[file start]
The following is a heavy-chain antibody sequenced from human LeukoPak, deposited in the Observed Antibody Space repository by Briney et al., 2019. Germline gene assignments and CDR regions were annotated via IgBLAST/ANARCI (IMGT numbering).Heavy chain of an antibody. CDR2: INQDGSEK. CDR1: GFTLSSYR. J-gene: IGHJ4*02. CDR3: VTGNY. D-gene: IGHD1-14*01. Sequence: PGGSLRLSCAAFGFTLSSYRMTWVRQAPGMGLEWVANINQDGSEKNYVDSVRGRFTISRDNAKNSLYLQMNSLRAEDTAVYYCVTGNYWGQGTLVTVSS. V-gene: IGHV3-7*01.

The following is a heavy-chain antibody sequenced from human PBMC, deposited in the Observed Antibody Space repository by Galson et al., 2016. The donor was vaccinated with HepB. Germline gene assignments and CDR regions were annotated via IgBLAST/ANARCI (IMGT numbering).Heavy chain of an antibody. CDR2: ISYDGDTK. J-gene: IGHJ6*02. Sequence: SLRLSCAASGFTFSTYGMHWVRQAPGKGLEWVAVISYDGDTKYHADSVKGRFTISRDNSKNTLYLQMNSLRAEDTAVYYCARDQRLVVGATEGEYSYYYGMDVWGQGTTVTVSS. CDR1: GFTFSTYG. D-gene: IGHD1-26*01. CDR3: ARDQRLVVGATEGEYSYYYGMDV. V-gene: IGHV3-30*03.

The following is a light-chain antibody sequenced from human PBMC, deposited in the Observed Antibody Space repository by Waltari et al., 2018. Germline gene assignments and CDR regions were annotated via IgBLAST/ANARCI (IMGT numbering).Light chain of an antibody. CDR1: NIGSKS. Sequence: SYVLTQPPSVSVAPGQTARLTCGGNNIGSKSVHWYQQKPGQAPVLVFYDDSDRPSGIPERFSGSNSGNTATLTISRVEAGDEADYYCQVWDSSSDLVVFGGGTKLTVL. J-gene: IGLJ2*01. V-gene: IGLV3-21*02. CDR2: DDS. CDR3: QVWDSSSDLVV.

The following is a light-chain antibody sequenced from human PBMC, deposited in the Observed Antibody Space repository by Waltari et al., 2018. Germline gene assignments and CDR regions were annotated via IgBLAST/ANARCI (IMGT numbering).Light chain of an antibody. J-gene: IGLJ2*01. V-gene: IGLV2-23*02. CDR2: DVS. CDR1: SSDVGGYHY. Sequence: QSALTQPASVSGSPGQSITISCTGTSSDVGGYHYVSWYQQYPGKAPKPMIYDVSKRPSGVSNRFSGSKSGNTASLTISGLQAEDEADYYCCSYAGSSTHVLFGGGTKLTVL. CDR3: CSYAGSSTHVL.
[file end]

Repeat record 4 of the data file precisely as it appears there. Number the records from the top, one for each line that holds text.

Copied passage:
The following is a light-chain antibody sequenced from human PBMC, deposited in the Observed Antibody Space repository by Waltari et al., 2018. Germline gene assignments and CDR regions were annotated via IgBLAST/ANARCI (IMGT numbering).Light chain of an antibody. J-gene: IGLJ2*01. V-gene: IGLV2-23*02. CDR2: DVS. CDR1: SSDVGGYHY. Sequence: QSALTQPASVSGSPGQSITISCTGTSSDVGGYHYVSWYQQYPGKAPKPMIYDVSKRPSGVSNRFSGSKSGNTASLTISGLQAEDEADYYCCSYAGSSTHVLFGGGTKLTVL. CDR3: CSYAGSSTHVL.